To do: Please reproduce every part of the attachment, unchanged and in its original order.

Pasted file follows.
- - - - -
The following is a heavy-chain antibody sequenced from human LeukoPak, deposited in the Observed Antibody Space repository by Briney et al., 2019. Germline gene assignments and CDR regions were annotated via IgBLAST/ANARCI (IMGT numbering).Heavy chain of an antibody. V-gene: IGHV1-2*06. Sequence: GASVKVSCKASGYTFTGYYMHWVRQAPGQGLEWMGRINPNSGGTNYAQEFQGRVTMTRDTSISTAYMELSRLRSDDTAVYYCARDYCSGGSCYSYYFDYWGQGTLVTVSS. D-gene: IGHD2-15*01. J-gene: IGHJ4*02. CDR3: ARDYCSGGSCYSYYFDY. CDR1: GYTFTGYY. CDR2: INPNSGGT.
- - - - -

The following is a heavy-chain antibody sequenced from human LeukoPak, deposited in the Observed Antibody Space repository by Briney et al., 2019. Germline gene assignments and CDR regions were annotated via IgBLAST/ANARCI (IMGT numbering).Heavy chain of an antibody. V-gene: IGHV1-2*06. Sequence: GASVKVSCKASGYTFTGYYMHWVRQAPGQGLEWMGRINPNSGGTNYAQEFQGRVTMTRDTSISTAYMELSRLRSDDTAVYYCARDYCSGGSCYSYYFDYWGQGTLVTVSS. D-gene: IGHD2-15*01. J-gene: IGHJ4*02. CDR3: ARDYCSGGSCYSYYFDY. CDR1: GYTFTGYY. CDR2: INPNSGGT.